Utility Duke Energy (NYSE:DUK) reported 2019 earnings not too long ago. They were solid, coming in a bit above the midpoint of its guidance range. Operationally it was a good year, too, with both reliability and customer satisfaction increasing.
It also offered up an updated long-term outlook for its capital spending plans. Once again, it was good news. Here's a quick rundown of why this is important and how the company is planning to spend its shareholders' money.
Spend more, make more
As a largely regulated utility, Duke Energy is granted a monopoly in the regions it serves. In exchange for this, the government reserves the right to approve the rates that the company can charge its customers. That makes sense, given that an electric utility with a monopoly could charge whatever it wanted for electricity and get away with it, if there wasn't someone to restrain it.
The upshot here is that Duke has to prove to regulators that the rates it charges, including any increases, are justified. Generally speaking, utilities do this by ensuring reliable service, expanding to meet any new demand, and increasingly, keeping their facilities as environmentally friendly as possible. All of these things require spending money. So when trying to support rate requests in front of regulators, utilities like Duke generally highlight all of the spending they wish to do.
If that spending seems reasonable to regulators, then rate cases are relatively smooth. If the spending doesn't look like it's in line with the rates being requested, or there are reliability issues, then there's more back and forth between the utility and the regulator. It can get pretty ugly at times. Duke, luckily, has historically had decent relationships with the various regulators with which it deals.
The big plans
When Duke announced 2019 earnings, it also came out with a new spending plan. The previous plan ran from 2019 to 2023, and amounted to $50 billion. The company typically looks out five years when creating capital investment plans for public view. Roughly 78% of the spending in that plan was earmarked for its electric assets, 15% for natural gas (utility and midstream assets combined), 5% for contracted renewable power, and the rest for "other."
The new plan runs from 2020 to 2024. The total value is $56 billion, a huge 12% increase. Of this plan, 81% is being put toward electric utilities, 14% to natural gas, and 3% to renewable power. The rest, again, is "other."
Digging into these numbers a little bit, Duke is increasing its dollar value spending on its core electric utility business by roughly 16%. (That's a sizable uptick, but also the most likely to appease regulators.) Spending on the natural gas side is heading higher by around 4.5%. However, Duke plans to pull back in the renewable power space, dropping its dollar value spend there by nearly a third.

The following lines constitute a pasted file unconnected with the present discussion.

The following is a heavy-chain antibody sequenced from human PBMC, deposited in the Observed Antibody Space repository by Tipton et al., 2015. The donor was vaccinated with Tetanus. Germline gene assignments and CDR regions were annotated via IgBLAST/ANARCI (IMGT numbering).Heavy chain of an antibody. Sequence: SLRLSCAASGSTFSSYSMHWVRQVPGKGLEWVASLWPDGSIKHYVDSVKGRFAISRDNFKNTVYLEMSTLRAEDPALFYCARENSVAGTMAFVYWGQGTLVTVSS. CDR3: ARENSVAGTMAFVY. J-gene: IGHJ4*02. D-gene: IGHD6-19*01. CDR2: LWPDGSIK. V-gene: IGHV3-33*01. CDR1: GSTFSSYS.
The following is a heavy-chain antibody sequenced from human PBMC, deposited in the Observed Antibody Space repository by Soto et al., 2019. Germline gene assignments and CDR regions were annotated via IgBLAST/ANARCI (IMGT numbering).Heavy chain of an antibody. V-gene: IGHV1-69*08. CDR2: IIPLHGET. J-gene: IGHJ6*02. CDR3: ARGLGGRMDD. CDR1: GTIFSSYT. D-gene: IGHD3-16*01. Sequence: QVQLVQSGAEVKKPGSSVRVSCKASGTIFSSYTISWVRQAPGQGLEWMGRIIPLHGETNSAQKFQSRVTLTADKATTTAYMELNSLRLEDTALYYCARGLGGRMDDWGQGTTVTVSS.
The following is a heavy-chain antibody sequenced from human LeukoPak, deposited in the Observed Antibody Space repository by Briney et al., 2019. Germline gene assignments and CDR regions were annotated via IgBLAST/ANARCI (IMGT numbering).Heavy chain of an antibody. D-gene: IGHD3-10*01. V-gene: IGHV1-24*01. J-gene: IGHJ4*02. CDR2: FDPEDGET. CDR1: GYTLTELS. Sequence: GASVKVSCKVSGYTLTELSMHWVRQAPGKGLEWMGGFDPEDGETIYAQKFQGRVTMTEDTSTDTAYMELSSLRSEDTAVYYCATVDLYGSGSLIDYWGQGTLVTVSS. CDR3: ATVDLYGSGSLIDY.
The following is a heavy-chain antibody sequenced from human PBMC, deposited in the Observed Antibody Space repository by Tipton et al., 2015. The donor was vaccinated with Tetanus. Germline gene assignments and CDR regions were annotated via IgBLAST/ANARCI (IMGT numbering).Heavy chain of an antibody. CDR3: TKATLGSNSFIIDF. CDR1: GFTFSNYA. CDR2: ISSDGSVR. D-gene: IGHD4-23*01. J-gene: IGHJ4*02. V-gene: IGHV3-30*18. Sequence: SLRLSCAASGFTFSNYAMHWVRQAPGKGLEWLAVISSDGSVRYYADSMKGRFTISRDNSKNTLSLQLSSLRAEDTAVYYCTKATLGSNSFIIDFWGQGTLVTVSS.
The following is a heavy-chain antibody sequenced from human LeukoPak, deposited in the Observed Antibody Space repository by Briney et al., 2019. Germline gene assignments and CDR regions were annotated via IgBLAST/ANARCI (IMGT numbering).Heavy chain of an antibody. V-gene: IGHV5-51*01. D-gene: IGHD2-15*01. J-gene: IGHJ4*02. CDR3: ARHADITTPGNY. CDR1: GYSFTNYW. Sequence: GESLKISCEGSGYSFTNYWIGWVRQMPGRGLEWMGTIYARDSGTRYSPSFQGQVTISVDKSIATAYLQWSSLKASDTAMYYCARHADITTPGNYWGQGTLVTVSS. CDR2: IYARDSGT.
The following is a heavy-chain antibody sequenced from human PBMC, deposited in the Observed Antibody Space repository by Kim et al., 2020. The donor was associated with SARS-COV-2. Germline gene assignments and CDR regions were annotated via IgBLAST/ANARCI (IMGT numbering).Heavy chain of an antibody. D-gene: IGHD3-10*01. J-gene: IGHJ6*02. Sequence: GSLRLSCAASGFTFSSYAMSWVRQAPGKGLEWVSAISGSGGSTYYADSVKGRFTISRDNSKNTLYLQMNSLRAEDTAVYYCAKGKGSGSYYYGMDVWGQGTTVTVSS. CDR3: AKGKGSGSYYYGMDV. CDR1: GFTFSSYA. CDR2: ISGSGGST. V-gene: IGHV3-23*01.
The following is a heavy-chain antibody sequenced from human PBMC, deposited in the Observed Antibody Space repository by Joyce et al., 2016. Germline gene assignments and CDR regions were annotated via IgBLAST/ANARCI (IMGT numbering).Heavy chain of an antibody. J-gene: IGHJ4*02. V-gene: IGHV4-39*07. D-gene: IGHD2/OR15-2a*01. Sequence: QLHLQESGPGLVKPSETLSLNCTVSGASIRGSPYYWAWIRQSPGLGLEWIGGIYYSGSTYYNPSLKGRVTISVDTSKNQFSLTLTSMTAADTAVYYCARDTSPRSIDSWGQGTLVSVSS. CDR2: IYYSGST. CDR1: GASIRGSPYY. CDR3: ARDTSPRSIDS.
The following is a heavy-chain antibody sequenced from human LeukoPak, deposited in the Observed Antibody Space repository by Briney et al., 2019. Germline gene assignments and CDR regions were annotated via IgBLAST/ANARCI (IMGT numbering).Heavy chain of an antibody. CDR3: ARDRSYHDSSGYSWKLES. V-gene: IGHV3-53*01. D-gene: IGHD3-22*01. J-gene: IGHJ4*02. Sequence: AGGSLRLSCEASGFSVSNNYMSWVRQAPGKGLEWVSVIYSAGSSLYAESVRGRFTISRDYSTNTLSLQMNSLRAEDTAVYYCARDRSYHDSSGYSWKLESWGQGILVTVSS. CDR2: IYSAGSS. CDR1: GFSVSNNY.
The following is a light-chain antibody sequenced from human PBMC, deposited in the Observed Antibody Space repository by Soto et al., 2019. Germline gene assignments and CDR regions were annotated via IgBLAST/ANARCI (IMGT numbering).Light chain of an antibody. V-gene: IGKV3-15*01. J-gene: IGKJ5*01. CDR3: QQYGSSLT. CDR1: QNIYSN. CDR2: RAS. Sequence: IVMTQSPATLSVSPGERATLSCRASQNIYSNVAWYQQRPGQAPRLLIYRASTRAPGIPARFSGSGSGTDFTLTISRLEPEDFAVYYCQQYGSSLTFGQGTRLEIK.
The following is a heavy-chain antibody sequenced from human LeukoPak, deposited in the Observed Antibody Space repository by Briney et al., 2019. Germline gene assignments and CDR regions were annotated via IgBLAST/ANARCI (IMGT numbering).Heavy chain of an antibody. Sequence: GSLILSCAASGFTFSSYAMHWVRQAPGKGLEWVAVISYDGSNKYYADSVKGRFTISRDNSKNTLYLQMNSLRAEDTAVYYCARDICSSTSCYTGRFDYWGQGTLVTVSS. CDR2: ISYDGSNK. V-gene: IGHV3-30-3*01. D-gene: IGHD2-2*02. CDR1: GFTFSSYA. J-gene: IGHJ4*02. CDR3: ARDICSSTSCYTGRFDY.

That last fact probably won't please investors with an ESG bent, but it isn't as bad as it sounds. This business is basically building renewable power assets in which the power is sold to other companies under long-term contracts. Duke has to balance the construction and operating costs it will incur against the rates it will be paid and, notably, the risk that the customer eventually ends up not paying.
Peer The Southern Company has noted that the risk/return profile in this space isn't as good as it was just a few years ago. It makes sense that Duke would want to pull back here, too. And Duke's spending for its own electric utilities will include renewable power, so it hasn't stopped spending on clean energy. It has merely taken a more conservative approach in a business where risk appears to be creeping higher.
The big news hidden under the spending numbers here is that customer growth is a key driver. That's showing up on both the electric and gas side of things, and means that Duke pretty much has to spend more money to ensure it's able to reliably supply its customer base with energy.
Regulators tend to approve of spending in situations like this. It is also spending to ensure its electric assets can stand up to adverse weather conditions, like hurricanes. That's another reliability issue that regulators tend to find appealing. And it is spending on solar power in Florida, which hits the clean energy zeitgeist that should keep regulators, customers, and environmentalists happy.
A solid plan
There are obviously lots of smaller details involved in a $56 billion, five-year spending plan. But overall, Duke appears to have a good path laid out in support of its 4% to 6% annual earnings growth goal between 2020 and 2024.
It seems likely that regulators will be largely supportive. Dividends, meanwhile, are likely to increase in line with earnings, or perhaps just a touch below, supporting the long-term buying power of the current 3.9% dividend yield. That's toward the high end in the utility sector today, noting that Vanguard Utilities Index ETF, a rough proxy for the utility sector, has a yield of just 2.7%.
Duke is not an exciting company -- it is a slow and steady tortoise that dividend-focused investors can rely on to provide a steady income stream. Its updated spending plans, including the plan to pull back in its contracted renewable power business, show that this hasn't changed.
If you are looking for a high-yield dividend stock today, Duke, while not exactly cheap, is still a solid option.